Excellent demonstration via Robbie Semple on Twitter: “Ireland’s biggest fossil fuel company is @dccplc. They are a FTSE100 company. Last year they made £13.4 billion in revenue and £530.2 million in profit. 71% of the profit came from their fossil fuel businesses. ‘In the face of a global crisis, Ireland’s biggest fossil fuel company refuses to stop selling fossil fuels ’: Why is this not more of a story? DCC are very good at communications. Given how they make their money, most publicity is bad for business, so they keep a low profile. And what they do communicate is very skilful. […] “We have adopted a Net Zero 2050 target for our group Scope 1 and 2 emissions. Our interim target is a 20% reduction by 2025.” This is a masterclass in how to tell the world you won’t stop selling fossil fuels without telling the world you won’t stop selling fossil fuels. The key is referring only to scope 1 and 2 emissions, meaning the emissions produced in running their business. For DCC, that will include things like electricity for their factories, and fuel for their trucks. But they don’t mention scope 3 emissions, which would include emissions produced in their supply chain, or by their customers. For DCC, that means they don’t have to worry about the methane that escapes when it’s fracked out of the earth, or the carbon emitted as their oil and gas they sell is burned by end users. DCC’s 2021 sustainability report refers to scope 3 emissions, but doesn’t quantify them and has set no targets for reducing them. So with their current banner commitments, they could double the amount of fossil fuels they sell and still meet their 2050 targets.” Scope 1/2/3 emissions are a hard concept to get your head around, but very important in dissecting greenwashing PR.
Twitter UK analysed the racist abuse directed at England football players on the night of the Euro 2020 final, and noted: “our data suggests that ID verification would have been unlikely to prevent the abuse from happening — as of the permanently suspended accounts, 99% of account owners were identifiable.”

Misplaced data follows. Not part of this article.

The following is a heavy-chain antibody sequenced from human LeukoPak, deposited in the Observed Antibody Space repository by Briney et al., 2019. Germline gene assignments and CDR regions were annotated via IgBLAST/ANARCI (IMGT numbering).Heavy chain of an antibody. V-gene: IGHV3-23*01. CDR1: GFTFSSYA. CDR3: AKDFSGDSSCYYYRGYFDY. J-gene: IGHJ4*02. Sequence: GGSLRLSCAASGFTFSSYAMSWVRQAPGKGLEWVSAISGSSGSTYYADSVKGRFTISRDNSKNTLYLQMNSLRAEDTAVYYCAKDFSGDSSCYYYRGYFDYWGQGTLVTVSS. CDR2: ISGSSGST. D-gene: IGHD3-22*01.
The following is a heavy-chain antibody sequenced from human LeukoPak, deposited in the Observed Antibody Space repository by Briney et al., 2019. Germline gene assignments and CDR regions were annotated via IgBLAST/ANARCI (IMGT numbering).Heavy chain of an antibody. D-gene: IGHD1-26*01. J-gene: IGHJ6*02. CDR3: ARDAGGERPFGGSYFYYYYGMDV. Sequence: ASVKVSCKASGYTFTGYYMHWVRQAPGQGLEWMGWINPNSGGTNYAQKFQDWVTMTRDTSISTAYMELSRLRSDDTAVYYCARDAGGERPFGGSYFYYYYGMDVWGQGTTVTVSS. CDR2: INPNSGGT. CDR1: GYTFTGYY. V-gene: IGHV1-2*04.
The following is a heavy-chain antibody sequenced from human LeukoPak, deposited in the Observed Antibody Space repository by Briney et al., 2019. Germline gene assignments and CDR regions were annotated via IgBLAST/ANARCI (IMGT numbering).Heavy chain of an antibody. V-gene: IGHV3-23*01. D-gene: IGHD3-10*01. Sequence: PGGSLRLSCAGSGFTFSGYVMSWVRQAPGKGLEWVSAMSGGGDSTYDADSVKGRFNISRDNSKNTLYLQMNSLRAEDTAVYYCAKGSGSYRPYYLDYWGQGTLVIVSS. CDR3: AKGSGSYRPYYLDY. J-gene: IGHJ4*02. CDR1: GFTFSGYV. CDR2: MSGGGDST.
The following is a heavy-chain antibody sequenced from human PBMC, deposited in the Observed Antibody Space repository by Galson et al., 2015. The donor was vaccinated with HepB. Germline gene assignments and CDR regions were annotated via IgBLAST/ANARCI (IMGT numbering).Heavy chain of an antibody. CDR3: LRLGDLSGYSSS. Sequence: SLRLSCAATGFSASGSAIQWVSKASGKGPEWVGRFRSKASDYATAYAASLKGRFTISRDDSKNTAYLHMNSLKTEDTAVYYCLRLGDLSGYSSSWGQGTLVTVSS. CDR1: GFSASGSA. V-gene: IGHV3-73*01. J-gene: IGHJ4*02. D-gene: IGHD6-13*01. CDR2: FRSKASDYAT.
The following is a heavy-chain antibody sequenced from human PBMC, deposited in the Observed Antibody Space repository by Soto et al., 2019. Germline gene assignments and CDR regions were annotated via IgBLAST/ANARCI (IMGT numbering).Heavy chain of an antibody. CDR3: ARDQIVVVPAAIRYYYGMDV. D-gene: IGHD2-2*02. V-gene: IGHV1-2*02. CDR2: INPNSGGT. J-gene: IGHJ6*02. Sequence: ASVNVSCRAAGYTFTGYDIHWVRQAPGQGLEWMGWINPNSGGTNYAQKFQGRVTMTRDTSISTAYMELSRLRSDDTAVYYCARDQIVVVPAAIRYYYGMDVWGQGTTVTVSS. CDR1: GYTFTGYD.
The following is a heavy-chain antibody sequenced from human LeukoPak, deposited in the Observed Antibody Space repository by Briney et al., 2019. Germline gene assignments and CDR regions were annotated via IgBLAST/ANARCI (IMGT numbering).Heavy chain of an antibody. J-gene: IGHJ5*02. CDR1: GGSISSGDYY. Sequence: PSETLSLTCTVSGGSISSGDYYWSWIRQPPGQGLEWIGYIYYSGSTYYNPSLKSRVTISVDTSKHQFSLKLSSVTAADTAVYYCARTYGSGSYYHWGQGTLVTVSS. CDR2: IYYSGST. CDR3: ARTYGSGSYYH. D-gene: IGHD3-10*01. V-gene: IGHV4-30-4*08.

Well, this is a problem —
Running these workshops was a fascinating experience. In each, there was a definite point which I came to think of as a “penny-drop moment”, when the participants came to realise the significance of the climate crisis and the way it would shape our collective future. In one workshop, for example, a very eminent scientist explained to MPs how crop yields are likely to be severely affected by extreme weather, a likely scenario if global average temperatures rise by 2C or more – and that this could lead to food shortages. The response was striking. There was a silence, a collective intake of breath, a recognition of the significance of the changes that could be upon us if we don’t act. And then, at the end of our workshop, they walked out of the door and back to their normal lives. […] It became clear to me that there were two main reasons why MPs struggled with the issue: first, because it didn’t fit easily into the culture of political life and their own identity as a parliamentarian; and second, because they worried that public support for climate action was limited, and that, as representatives, they needed to be led by their electorate.I have some confidence that a Citizen’s Assembly approach is the right answer here. In Ireland it was clear that politicians felt more comfort with gay marriage and abortion as topics once those CAs had delivered their findings and demonstrated how an electorate really felt about them.